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Evaluation of a large-scale aptamer proteomics platform among patients with kidney failure on dialysis

  • Yue Ren,

    Roles Formal analysis, Writing – review & editing

    Affiliation Department of Biostatistics, Epidemiology, and Informatics, Perelman School of Medicine, University of Pennsylvania, Philadelphia, Pennsylvania, United States of America

  • Peifeng Ruan,

    Roles Formal analysis

    Affiliation Peter O’Donnell Jr School of Public Health, UT Southwestern, Dallas, Texas, United States of America

  • Mark Segal,

    Roles Formal analysis, Methodology

    Affiliation Department of Epidemiology and Biostatistics, University of California, San Francisco, San Francisco, California, United States of America

  • Mirela Dobre,

    Roles Writing – review & editing

    Affiliation Division of Nephrology and Hypertension, University Hospitals Cleveland Medical Center, Cleveland, Ohio, United States of America

  • Jeffrey R. Schelling,

    Roles Writing – review & editing

    Affiliation Department of Physiology & Biophysics, Case Western Reserve University of School of Medicine, Cleveland, Ohio, United States of America

  • Upasana Banerjee,

    Roles Investigation, Writing – review & editing

    Affiliation Department of Internal Medicine, Hurley Medical Center/Michigan State University, Flint, Michigan, United States of America

  • Tariq Shafi,

    Roles Writing – review & editing

    Affiliation Division of Kidney Diseases, Hypertension and Transplantation, Houston Methodist Hospital, Houston, Texas, United States of America

  • Peter Ganz,

    Roles Methodology, Writing – review & editing

    Affiliation Division of Cardiology, University of California, San Francisco, San Francisco, California, United States of America

  • Ruth F. Dubin ,

    Roles Conceptualization, Funding acquisition, Project administration, Writing – original draft, Writing – review & editing

    Affiliation Division of Nephrology, University of Texas Southwestern Medical Center, Dallas, Texas, United States of America

  • the CRIC Study Investigators

    CRIC Study Investigators are listed in the Acknowledgments



Patients with kidney failure suffer high mortality, and we currently lack markers for risk stratification for these patients. We carried out a quality control study of a modified aptamer assay (SomaScan v.4.0) that measures ~ 5000 proteins, in preparation for a larger study using this platform in cohorts with kidney failure.


Forty participants from the Cardiac, Endothelial Function and Arterial Stiffness in End-Stage Renal Disease (CERES study) were selected to analyze technical and short-term biological variability, orthogonal correlations and differential protein expression in plasma from patients who died during 2.5 year follow-up. Long-term (one year) variability was studied in 421 participants in the Chronic Renal Insufficiency Cohort. We evaluated 4849 aptamers (4607 unique proteins) using data formats including raw data and data formatted using Adaptive Normalization by Maximum Likelihood (ANML), an algorithm developed for SomaScan data in individuals with normal kidney function.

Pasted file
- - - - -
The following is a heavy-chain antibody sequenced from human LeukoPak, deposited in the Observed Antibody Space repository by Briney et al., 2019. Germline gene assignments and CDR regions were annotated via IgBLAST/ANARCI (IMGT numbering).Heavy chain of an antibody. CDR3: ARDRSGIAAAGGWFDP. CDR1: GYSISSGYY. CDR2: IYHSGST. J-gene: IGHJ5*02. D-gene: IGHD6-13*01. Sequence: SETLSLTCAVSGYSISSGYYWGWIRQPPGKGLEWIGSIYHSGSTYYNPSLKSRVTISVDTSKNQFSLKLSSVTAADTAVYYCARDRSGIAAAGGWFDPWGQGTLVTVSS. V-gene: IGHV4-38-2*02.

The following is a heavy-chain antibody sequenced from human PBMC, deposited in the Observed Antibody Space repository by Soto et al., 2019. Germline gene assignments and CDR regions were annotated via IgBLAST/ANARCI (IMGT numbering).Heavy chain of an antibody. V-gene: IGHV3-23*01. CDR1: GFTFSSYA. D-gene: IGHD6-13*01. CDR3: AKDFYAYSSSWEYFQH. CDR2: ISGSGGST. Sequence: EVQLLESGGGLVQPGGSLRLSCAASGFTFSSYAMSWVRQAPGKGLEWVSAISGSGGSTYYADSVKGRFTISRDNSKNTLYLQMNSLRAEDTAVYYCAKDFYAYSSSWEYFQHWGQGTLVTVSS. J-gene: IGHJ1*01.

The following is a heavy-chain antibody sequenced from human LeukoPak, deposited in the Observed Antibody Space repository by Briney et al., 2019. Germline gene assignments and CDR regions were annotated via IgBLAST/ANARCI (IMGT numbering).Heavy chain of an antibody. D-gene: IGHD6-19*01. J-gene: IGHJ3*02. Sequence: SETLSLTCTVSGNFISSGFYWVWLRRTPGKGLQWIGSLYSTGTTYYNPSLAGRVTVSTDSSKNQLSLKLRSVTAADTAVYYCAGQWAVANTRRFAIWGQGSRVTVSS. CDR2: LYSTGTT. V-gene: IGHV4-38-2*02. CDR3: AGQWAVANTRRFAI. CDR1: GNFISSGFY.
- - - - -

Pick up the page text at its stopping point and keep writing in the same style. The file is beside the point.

In ANML format, median[IQR] intra-assay coefficient of variation (CV) was 2.38%[1.76, 3.40] and inter-assay CV was 7.38%[4.61, 13.12]. Short-term within-subject CV was 5.76% [3.35, 9.72]; long-term CV was 8.71%[5.91, 13.37]. Spearman correlations between aptamer and traditional assays for PTH, NT-proBNP, FGF-23 and CRP were all > 0.7. Fold-change (FC) in protein levels among non-survivors, significant after Bonferroni correction, included SVEP1 (FC[95% CI] 2.14 [1.62, 2.82]), keratocan (1.74 [1.40, 2.15]) and LanC-like protein 1 (0.56 [0.45, 0.70]). Compared to raw aptamer data, technical and short-term biological variability in paired samples was lower in ANML-formatted data. ANML formatting had minimal impact on orthogonal correlations with traditional assays or the associations of proteins with the phenotype of mortality.


SomaScan had excellent technical variability and low within-subject short-term variability. ANML formatting could facilitate comparison of biomarker results with other studies that utilize this format. We expect SomaScan to provide novel and reproducible information in patients with kidney failure on dialysis.


Patients with kidney failure on dialysis suffer extraordinarily high rates of mortality at ~18% per year, with 50% of deaths attributed to cardiovascular disease (CVD) [1]: namely, atherosclerotic CVD, heart failure, and sudden cardiac death. Over the past decade, the number of patients with kidney failure has increased [2], and Medicare spending for these patients has almost doubled [3]. We currently lack viable CVD markers for risk stratification for patients with kidney failure; traditional CVD risk factors, such as hypercholesterolemia and obesity, have reverse associations with CVD outcomes in the kidney failure population [4]. Kidney Disease Improving Global Outcomes recently cited the need for “development and validation of kidney failure-specific CVD risk prediction scores [5].” We need new biomarkers not only for risk stratification but also for a better understanding of the biology underlying accelerated CVD in this population.